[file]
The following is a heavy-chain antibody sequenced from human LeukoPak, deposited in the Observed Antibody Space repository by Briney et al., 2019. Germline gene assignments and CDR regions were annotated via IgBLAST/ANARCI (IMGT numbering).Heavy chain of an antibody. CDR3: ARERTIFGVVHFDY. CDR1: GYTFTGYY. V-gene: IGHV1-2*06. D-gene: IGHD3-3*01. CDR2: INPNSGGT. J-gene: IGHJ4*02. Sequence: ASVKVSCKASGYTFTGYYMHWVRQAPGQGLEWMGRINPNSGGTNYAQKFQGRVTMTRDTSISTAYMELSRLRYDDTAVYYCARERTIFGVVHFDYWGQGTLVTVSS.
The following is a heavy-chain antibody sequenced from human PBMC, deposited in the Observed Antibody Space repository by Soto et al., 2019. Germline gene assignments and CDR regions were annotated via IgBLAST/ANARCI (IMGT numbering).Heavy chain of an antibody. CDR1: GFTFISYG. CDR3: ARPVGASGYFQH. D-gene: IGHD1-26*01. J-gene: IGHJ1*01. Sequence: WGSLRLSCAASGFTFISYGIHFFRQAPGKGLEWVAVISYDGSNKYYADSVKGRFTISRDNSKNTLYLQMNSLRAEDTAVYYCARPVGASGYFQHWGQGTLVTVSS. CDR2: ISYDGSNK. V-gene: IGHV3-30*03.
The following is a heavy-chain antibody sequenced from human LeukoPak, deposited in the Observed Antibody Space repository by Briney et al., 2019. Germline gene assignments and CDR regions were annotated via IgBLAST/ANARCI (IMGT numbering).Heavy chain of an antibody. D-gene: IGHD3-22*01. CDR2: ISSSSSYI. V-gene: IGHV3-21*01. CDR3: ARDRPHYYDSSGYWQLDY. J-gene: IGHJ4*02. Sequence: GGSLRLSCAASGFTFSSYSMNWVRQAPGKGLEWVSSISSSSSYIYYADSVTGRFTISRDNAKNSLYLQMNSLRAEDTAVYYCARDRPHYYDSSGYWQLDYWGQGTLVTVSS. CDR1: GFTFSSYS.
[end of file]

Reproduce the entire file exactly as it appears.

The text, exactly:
The following is a heavy-chain antibody sequenced from human LeukoPak, deposited in the Observed Antibody Space repository by Briney et al., 2019. Germline gene assignments and CDR regions were annotated via IgBLAST/ANARCI (IMGT numbering).Heavy chain of an antibody. CDR3: ARERTIFGVVHFDY. CDR1: GYTFTGYY. V-gene: IGHV1-2*06. D-gene: IGHD3-3*01. CDR2: INPNSGGT. J-gene: IGHJ4*02. Sequence: ASVKVSCKASGYTFTGYYMHWVRQAPGQGLEWMGRINPNSGGTNYAQKFQGRVTMTRDTSISTAYMELSRLRYDDTAVYYCARERTIFGVVHFDYWGQGTLVTVSS.
The following is a heavy-chain antibody sequenced from human PBMC, deposited in the Observed Antibody Space repository by Soto et al., 2019. Germline gene assignments and CDR regions were annotated via IgBLAST/ANARCI (IMGT numbering).Heavy chain of an antibody. CDR1: GFTFISYG. CDR3: ARPVGASGYFQH. D-gene: IGHD1-26*01. J-gene: IGHJ1*01. Sequence: WGSLRLSCAASGFTFISYGIHFFRQAPGKGLEWVAVISYDGSNKYYADSVKGRFTISRDNSKNTLYLQMNSLRAEDTAVYYCARPVGASGYFQHWGQGTLVTVSS. CDR2: ISYDGSNK. V-gene: IGHV3-30*03.
The following is a heavy-chain antibody sequenced from human LeukoPak, deposited in the Observed Antibody Space repository by Briney et al., 2019. Germline gene assignments and CDR regions were annotated via IgBLAST/ANARCI (IMGT numbering).Heavy chain of an antibody. D-gene: IGHD3-22*01. CDR2: ISSSSSYI. V-gene: IGHV3-21*01. CDR3: ARDRPHYYDSSGYWQLDY. J-gene: IGHJ4*02. Sequence: GGSLRLSCAASGFTFSSYSMNWVRQAPGKGLEWVSSISSSSSYIYYADSVTGRFTISRDNAKNSLYLQMNSLRAEDTAVYYCARDRPHYYDSSGYWQLDYWGQGTLVTVSS. CDR1: GFTFSSYS.